Zoonosis - the transfer of an infectious agent from the animal to the human [2] – is a serious concern in xenotransplantation, not only for the person receiving the organ, but also to those they come into contact with. In the case of a highly infectious pathogen, this could present a serious risk to public health. 

Research to determine the risk of zoonosis continues. Strategies to eliminate, control or manage this potential threat are being explored. Transmission of bacteria, fungi, and parasites can largely be prevented with improved animal husbandry practices, including vaccination. Screening procedures to exclude potential pig and human pathogens from ‘designated pathogen free’ breeding pig colonies are also used. Genetic engineering may provide a solution, and CRISPR gene editing technology has been used to produce porcine endogenous retroviruses (PERV)-free pigs. In addition, various laboratory test assays that can detect infection in pigs and humans exist, but additional assays that can detect pig infections in humans are still needed.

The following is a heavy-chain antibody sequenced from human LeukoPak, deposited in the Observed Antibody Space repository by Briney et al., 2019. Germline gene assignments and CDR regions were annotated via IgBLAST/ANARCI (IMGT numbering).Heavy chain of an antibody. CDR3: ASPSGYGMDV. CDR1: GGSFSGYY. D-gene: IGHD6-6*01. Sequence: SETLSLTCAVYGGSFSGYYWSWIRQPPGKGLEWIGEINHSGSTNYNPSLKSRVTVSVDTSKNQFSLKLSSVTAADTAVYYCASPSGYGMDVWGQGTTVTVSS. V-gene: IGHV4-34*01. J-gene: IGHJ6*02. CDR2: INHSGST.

Given the gaps in knowledge, carefully designed infectious disease protocols, laboratory practices, and surveillance strategies of source animals, recipients, and contacts are essential components to mitigate donor-derived infectious disease risk in xenotransplant clinical trials [3].

Regulatory frameworks

The World Health Organization (WHO) has outlined ten principles on xenotransplantation in the 2018 Changsha Communiqué [4], which also reflects the position of the International Xenotransplantation Association. Many countries recognise the importance of a regulatory framework for safe implementation and have regulations or guidelines for the clinical use of xenotransplantation or follow the FDA guidelines. They include essential principles and recommendations for the planning of future clinical trials. 

China, one of the leaders in xenotransplantation, has a regulatory framework that it regularly reviews and updates. In China, all the cells, tissues, organs, and acellular products derived from pig origin are considered to be xenotransplantation products. In January 2022, the China Organ Transplantation Development Foundation convened a symposium where a formal consensus was reached outlining the expert opinions on scientific, regulatory, and ethical issues of clinical trials of xenotransplantation in China [5].

Moving towards clinical trials